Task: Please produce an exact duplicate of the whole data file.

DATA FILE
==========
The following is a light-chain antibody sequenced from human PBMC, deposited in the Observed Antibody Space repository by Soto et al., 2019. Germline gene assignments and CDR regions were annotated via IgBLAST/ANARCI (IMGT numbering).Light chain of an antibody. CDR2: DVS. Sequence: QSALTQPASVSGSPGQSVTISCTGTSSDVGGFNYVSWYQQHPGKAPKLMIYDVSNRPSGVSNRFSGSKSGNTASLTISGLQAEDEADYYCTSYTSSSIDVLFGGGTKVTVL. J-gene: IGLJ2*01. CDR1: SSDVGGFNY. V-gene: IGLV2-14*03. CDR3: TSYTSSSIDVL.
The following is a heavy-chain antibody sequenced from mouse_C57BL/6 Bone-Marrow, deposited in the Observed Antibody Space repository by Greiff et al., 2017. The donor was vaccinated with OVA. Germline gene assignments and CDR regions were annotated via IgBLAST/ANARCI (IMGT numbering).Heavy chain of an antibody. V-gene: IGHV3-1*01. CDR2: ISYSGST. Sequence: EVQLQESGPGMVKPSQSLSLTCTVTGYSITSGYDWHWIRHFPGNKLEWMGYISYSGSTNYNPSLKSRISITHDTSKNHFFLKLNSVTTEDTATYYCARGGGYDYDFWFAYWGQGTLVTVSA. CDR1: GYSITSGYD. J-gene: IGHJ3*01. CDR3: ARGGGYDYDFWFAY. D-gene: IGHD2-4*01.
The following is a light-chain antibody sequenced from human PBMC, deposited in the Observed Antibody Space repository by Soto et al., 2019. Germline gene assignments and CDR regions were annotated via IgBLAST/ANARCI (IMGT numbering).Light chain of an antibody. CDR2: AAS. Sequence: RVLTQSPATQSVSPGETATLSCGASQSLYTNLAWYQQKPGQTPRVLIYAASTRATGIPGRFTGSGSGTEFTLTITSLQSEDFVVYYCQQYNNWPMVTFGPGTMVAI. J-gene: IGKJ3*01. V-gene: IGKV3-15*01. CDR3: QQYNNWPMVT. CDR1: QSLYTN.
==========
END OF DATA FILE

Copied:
The following is a light-chain antibody sequenced from human PBMC, deposited in the Observed Antibody Space repository by Soto et al., 2019. Germline gene assignments and CDR regions were annotated via IgBLAST/ANARCI (IMGT numbering).Light chain of an antibody. CDR2: DVS. Sequence: QSALTQPASVSGSPGQSVTISCTGTSSDVGGFNYVSWYQQHPGKAPKLMIYDVSNRPSGVSNRFSGSKSGNTASLTISGLQAEDEADYYCTSYTSSSIDVLFGGGTKVTVL. J-gene: IGLJ2*01. CDR1: SSDVGGFNY. V-gene: IGLV2-14*03. CDR3: TSYTSSSIDVL.
The following is a heavy-chain antibody sequenced from mouse_C57BL/6 Bone-Marrow, deposited in the Observed Antibody Space repository by Greiff et al., 2017. The donor was vaccinated with OVA. Germline gene assignments and CDR regions were annotated via IgBLAST/ANARCI (IMGT numbering).Heavy chain of an antibody. V-gene: IGHV3-1*01. CDR2: ISYSGST. Sequence: EVQLQESGPGMVKPSQSLSLTCTVTGYSITSGYDWHWIRHFPGNKLEWMGYISYSGSTNYNPSLKSRISITHDTSKNHFFLKLNSVTTEDTATYYCARGGGYDYDFWFAYWGQGTLVTVSA. CDR1: GYSITSGYD. J-gene: IGHJ3*01. CDR3: ARGGGYDYDFWFAY. D-gene: IGHD2-4*01.
The following is a light-chain antibody sequenced from human PBMC, deposited in the Observed Antibody Space repository by Soto et al., 2019. Germline gene assignments and CDR regions were annotated via IgBLAST/ANARCI (IMGT numbering).Light chain of an antibody. CDR2: AAS. Sequence: RVLTQSPATQSVSPGETATLSCGASQSLYTNLAWYQQKPGQTPRVLIYAASTRATGIPGRFTGSGSGTEFTLTITSLQSEDFVVYYCQQYNNWPMVTFGPGTMVAI. J-gene: IGKJ3*01. V-gene: IGKV3-15*01. CDR3: QQYNNWPMVT. CDR1: QSLYTN.